Published June 02, 2015
DAYTON, Ohio - Mines: A Legacy of War exhibit in the Cold War Gallery at the National Museum of the U.S. Air Force. (U.S. Air Force photo)
Three Bosnian children died when they strayed into a minefield on April 10, 2000. The death of these innocent children reminded the world that Bosnia and Herzegovina still suffered from a war that had ended almost five years earlier. Approximately 18,000 known minefields remained after the war, and the United States gave significant humanitarian demining assistance. Key successes included the establishment of a central Mine Action Center (MAC) in Sarajevo to coordinate all activities, including the MACs in the Republika Srpska and the Federation of Bosnia and Herzegovina, the training of Bosnians to continue their own demining efforts, and the establishment of non-government humanitarian demining organizations. This assistance enabled the Government of Bosnia and Herzegovina to conduct full-scale humanitarian demining operations, but the scale of the problem called for continued international assistance and constant reminders to everyone in Bosnia ... especially the children.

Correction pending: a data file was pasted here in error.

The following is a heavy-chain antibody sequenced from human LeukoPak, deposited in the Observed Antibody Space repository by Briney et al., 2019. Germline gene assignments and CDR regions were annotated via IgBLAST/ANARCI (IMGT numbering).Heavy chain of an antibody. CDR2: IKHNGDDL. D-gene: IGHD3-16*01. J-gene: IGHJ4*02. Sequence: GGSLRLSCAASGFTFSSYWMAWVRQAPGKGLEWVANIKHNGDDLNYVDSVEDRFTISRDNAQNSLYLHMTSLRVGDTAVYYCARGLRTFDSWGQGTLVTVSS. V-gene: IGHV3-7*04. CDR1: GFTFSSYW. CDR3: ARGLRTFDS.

Click here to return to the Bosnia-Herzegovina Overview.
Please note Springfield Street, the road that leads to the museum’s entrance, is undergoing construction through the beginning of September. Expect lane reductions and some delays. Please follow the signs and instructions provided by the road crews.
The National Museum of the U.S. Air Force is located at:
1100 Spaatz Street
Wright-Patterson AFB OH 45433
(near Dayton, Ohio)